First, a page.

Apple is worried about how inexpensive iPhone exploits are.

Apple is worried about how inexpensive iPhone exploits are.

Apple is still worried that users would pay a heavy price for the changes brought about by the Digital Markets Act.

It took a lot of work to safely enable the firm to allow applications to be downloaded and installed from sources other than the App Store, as mandated by the European Union.

Many further changes are in the works for users in the EU over the next year, and details are still being finalized based on developer feedback on the regulations.

Apple's data protection officer, Gary Davis, voiced this worry and outlined his thoughts on the dangers posed by the Digital Markets Act.

According to Davis, it might be less expensive to go after iPhone owners who make use of non-Apple marketplaces and payment methods.

"We are concerned that the costs of attacking the iOS operating system may decrease, due to these new potential ways to attack users," the Apple official stated, citing information from the whitepaper as well as personal experience. Alternative payment methods or marketplaces could be used for this, and we might witness previously unheard-of attacks. Developing an iOS exploit is still quite expensive. Our Security Lab team is working to drive up these expenses as much as possible to make it unfeasible for attackers to target iOS.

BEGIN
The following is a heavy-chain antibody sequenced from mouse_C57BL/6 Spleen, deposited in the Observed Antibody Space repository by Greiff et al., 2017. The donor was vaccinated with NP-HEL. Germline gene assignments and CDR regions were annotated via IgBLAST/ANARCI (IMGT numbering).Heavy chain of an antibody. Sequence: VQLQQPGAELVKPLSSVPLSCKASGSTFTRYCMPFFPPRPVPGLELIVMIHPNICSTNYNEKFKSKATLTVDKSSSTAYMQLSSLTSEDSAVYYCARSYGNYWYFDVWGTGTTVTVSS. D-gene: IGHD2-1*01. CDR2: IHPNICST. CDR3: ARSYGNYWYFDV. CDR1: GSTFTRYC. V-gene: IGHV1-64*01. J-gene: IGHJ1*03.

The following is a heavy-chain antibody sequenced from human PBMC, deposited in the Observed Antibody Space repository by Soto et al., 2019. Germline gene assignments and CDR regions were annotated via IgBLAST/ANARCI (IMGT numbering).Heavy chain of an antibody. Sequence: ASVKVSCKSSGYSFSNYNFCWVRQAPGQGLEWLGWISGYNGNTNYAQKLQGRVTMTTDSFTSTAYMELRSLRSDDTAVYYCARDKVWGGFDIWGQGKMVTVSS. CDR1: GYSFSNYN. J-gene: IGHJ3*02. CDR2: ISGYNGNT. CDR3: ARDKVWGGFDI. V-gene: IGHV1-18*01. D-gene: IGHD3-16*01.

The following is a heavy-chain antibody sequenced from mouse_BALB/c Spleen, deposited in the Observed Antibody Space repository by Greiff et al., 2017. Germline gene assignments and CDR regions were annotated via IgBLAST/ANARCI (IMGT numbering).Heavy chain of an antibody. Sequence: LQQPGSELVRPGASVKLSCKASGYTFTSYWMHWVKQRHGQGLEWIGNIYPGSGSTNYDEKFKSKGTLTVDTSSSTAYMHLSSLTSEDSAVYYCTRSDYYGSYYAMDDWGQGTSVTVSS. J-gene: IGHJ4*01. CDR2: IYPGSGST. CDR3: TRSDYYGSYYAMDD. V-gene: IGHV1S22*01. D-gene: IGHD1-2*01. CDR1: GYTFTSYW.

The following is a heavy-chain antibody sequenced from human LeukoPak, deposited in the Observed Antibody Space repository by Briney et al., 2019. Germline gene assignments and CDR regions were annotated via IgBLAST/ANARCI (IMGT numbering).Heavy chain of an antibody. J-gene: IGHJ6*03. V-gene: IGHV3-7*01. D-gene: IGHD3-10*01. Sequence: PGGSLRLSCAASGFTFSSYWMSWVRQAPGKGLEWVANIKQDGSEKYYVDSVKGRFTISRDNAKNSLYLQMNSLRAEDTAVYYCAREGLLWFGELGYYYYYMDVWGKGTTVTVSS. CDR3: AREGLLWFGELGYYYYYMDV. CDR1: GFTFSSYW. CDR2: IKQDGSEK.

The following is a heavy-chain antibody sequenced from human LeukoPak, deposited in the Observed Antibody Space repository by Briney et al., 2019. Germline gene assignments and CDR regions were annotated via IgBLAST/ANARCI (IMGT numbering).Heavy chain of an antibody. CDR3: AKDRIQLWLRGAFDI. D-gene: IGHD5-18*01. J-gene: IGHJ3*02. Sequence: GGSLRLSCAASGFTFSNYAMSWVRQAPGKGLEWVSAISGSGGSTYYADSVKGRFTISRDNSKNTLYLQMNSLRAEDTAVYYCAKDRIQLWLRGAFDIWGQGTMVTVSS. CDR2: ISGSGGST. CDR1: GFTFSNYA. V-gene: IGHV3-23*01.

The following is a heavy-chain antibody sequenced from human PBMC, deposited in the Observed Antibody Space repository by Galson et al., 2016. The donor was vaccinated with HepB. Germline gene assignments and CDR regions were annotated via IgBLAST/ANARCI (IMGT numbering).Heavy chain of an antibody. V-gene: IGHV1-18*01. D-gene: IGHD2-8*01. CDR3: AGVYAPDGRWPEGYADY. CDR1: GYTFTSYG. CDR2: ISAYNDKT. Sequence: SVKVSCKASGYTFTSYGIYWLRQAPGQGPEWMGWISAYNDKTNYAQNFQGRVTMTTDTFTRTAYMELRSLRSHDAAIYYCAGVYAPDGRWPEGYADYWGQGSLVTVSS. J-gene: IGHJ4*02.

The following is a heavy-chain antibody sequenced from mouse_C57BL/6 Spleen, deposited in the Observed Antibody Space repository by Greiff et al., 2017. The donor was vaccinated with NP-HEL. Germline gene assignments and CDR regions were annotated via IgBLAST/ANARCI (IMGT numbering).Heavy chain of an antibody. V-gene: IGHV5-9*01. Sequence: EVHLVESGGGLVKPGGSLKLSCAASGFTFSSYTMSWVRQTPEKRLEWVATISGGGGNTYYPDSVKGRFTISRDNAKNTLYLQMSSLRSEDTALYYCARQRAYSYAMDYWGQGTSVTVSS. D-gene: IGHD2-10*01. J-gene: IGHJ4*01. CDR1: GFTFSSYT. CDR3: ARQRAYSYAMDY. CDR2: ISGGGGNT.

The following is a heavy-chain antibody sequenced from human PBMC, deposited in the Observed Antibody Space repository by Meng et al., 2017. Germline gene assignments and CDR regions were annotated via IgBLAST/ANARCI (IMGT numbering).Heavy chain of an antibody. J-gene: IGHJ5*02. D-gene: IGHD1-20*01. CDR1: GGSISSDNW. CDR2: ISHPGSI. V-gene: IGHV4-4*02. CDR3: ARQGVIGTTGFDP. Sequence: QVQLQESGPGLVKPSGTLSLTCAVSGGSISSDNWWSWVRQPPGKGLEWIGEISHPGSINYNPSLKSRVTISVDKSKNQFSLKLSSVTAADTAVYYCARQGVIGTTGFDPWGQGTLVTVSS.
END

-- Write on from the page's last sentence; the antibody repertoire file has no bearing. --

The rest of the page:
"We are concerned about this right now, and we are unsure of how it may progress," he continued. To keep users secure, we are presenting a page with more information for those who download applications from these unofficial sources.

Since it is outside of his area of expertise, Davis declined to comment on the financial prospects of the payment mechanism and the level of competition in the European Union's iPhone market.

According to an Apple executive, the Digital Markets Act may be beneficial for fostering competition, but it may also result in a decrease in securities.

User security may be the price of regulating market competitiveness, but time will tell if this is a problem or not because of the way compliance is carried out. Nevertheless, there is still concern that exploiting weaknesses will now be less expensive than in the past.

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